Darley Abbey - Heritage Walk No. 4 - The Church
w/e 16 February 2014
All of this week's pictures were taken with a Kodak DX6490

This fourth Heritage Walk at Darley Abbey is double the length of the third walk but still measures only about half a mile in total. It begins once again at the information board B near the gates to Darley Park.

Abbey Lane

With our backs to the board we turned left into Mile Ash Lane for the third walk and the fifth walk will commence by turning right into New Road but this walk is straight ahead to Abbey Lane.
Shop Row

Abbey Lane was also known locally as Shop Row and the village shop on the right hand side has been, to quote from the leaflet describing all the walks, "part of the scene since the development of the mill village."
Stone Buildings

Next to the shop are buildings that are believed to contain stone from the walls of the former Abbey that gave its name to the village.

On the opposite side of Abbey Lane are cottages pre-dating the workers' cottages that we have seen previously in our walks around Darley Abbey as they were part of the village before the Evans family started their building programme to house the people who worked at their mills.
Church Lane

Abbey Lane continues across Old Lane and becomes Church Lane as it ascends the hill passing Darley Fields Drive on the left on its way up towards St Matthew's Church. Apart from the church the buildings here are of much more recent construction than those seen in Abbey Lane.
St Matthew's Church

We continued up the hill and climbed the steps into the churchyard. It was back in the 1780s that Thomas Evans built his first mill in the village and his son Walter, built St Matthew's Church for the mill workers between 1817 and 1819, the church being consecrated on his 55th birthday on June 24th.

The church was closed when we were there but inside are several reminders of the Evans family not least being the east window, a memorial to the second wife of Walter Evans II and their son Arthur. The crypt of the church contains the remains of nine members of the family and more are buried in the churchyard. Although I had a brief scout round for the headstones I didn't find any but if I had researched more thoroughly before going there it would have been easier to spot them as, unlike the others that lie in an east-west alignment, the Evans family graves line up to face the mill. This is so that on the day of resurrection they will be overlooking the mill that Thomas founded.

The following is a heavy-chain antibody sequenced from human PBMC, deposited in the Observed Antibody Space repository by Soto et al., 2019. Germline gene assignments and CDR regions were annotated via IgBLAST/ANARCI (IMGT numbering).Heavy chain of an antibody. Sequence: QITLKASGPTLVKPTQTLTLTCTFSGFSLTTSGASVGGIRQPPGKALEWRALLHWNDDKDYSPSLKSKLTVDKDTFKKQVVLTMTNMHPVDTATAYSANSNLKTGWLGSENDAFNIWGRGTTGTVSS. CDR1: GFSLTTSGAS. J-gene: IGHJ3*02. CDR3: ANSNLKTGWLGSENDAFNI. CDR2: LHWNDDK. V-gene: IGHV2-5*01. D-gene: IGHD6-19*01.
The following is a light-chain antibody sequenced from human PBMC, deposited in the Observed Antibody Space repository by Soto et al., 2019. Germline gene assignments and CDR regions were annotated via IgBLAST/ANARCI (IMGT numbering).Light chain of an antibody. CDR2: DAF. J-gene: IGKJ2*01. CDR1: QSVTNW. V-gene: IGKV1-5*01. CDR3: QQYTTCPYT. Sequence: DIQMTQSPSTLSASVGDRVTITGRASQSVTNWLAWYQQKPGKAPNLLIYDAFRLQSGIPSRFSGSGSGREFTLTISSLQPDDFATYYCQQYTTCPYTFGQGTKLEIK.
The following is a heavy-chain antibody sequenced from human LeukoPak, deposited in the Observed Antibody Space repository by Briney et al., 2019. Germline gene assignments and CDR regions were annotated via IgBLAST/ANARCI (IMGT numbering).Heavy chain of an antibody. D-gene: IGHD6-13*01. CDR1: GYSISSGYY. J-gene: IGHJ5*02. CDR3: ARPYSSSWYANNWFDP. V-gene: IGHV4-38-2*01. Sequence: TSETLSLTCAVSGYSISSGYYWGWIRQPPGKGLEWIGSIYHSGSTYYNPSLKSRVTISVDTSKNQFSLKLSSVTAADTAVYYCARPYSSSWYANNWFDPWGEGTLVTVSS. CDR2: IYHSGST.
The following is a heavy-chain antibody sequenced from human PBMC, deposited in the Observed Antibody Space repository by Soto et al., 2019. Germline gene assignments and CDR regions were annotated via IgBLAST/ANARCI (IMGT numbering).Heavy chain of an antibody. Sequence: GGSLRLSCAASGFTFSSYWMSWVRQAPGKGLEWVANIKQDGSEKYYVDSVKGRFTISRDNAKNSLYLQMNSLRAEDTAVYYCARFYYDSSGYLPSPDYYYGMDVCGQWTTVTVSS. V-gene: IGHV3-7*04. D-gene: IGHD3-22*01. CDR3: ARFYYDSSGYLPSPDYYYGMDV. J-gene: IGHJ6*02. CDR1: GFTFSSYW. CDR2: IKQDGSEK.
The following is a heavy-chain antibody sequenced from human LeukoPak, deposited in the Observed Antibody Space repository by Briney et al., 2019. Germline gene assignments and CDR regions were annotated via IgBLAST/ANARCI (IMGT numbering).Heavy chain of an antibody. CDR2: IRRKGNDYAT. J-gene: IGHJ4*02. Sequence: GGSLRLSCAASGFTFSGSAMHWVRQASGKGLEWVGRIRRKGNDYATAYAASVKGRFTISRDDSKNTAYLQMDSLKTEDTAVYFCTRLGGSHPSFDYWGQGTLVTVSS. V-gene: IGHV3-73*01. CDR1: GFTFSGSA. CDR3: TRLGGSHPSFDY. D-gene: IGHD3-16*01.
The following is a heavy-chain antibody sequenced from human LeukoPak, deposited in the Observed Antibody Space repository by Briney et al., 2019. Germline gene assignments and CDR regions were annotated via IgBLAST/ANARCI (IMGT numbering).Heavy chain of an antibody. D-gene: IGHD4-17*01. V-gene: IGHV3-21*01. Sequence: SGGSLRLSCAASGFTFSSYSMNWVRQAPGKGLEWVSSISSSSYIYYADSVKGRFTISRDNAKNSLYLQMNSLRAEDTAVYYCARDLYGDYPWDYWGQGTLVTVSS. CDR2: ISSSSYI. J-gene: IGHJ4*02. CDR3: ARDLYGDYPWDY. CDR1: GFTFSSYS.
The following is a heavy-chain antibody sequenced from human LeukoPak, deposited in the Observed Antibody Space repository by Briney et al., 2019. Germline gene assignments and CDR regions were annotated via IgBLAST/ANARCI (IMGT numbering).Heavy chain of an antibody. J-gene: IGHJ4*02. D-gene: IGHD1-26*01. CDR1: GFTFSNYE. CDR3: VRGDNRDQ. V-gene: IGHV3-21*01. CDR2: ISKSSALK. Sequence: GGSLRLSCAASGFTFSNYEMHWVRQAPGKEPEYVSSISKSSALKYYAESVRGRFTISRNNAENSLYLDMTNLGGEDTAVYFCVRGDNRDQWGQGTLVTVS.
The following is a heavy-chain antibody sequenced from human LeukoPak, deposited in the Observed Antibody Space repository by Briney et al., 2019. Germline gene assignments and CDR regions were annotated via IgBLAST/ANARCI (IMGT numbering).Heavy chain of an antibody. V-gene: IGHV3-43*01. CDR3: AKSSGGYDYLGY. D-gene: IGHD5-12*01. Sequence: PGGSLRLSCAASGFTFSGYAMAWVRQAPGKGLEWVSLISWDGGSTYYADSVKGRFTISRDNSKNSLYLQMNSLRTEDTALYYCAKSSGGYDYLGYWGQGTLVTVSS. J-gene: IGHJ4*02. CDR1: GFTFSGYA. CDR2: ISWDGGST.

Fellowship Room

The Fellowship Room at the church is used for both church and community activities and there are a number of engraved slate tablets in the paving outside.
Engraved Tablets

The tablets, which were paid for jointly by the worker's family and the Evans, identify the graves of mill workers and their families. It was quite a sobering experience reading some of the inscriptions. For example the one in the bottom right hand corner of this image shows that Mary-Ann Mosedale died on May 19th 1866 aged only 10 months and nearby another showed that George Thornhill who died July 6th 1826 was only two weeks old when he died. Many of the adults too didn't live to ripe old ages.
War Memorial

We returned to the start of this walk along Church Lane and Abbey Lane walking down the hill from the church passing the War Memorial in the process. The memorial contains the names of villagers who lost their lives in the two World Wars plus a more recent addition of a sailor who died during the Falklands conflict in 1982.
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